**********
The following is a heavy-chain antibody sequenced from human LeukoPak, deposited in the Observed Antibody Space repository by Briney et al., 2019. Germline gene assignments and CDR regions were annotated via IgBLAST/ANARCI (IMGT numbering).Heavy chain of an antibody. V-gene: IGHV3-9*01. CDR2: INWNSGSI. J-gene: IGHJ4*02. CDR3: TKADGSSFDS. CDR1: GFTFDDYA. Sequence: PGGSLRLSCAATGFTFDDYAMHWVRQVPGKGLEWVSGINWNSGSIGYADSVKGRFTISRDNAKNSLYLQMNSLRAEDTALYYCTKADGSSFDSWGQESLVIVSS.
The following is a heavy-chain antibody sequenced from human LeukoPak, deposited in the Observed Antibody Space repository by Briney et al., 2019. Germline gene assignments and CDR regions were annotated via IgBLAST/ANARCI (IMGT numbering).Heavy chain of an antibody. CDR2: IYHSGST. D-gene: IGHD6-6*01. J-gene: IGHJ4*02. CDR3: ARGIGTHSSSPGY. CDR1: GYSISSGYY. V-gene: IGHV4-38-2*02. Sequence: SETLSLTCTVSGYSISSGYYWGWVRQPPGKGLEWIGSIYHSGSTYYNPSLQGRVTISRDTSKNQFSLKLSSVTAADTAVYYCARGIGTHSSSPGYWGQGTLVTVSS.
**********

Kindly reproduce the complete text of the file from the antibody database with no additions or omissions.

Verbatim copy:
The following is a heavy-chain antibody sequenced from human LeukoPak, deposited in the Observed Antibody Space repository by Briney et al., 2019. Germline gene assignments and CDR regions were annotated via IgBLAST/ANARCI (IMGT numbering).Heavy chain of an antibody. V-gene: IGHV3-9*01. CDR2: INWNSGSI. J-gene: IGHJ4*02. CDR3: TKADGSSFDS. CDR1: GFTFDDYA. Sequence: PGGSLRLSCAATGFTFDDYAMHWVRQVPGKGLEWVSGINWNSGSIGYADSVKGRFTISRDNAKNSLYLQMNSLRAEDTALYYCTKADGSSFDSWGQESLVIVSS.
The following is a heavy-chain antibody sequenced from human LeukoPak, deposited in the Observed Antibody Space repository by Briney et al., 2019. Germline gene assignments and CDR regions were annotated via IgBLAST/ANARCI (IMGT numbering).Heavy chain of an antibody. CDR2: IYHSGST. D-gene: IGHD6-6*01. J-gene: IGHJ4*02. CDR3: ARGIGTHSSSPGY. CDR1: GYSISSGYY. V-gene: IGHV4-38-2*02. Sequence: SETLSLTCTVSGYSISSGYYWGWVRQPPGKGLEWIGSIYHSGSTYYNPSLQGRVTISRDTSKNQFSLKLSSVTAADTAVYYCARGIGTHSSSPGYWGQGTLVTVSS.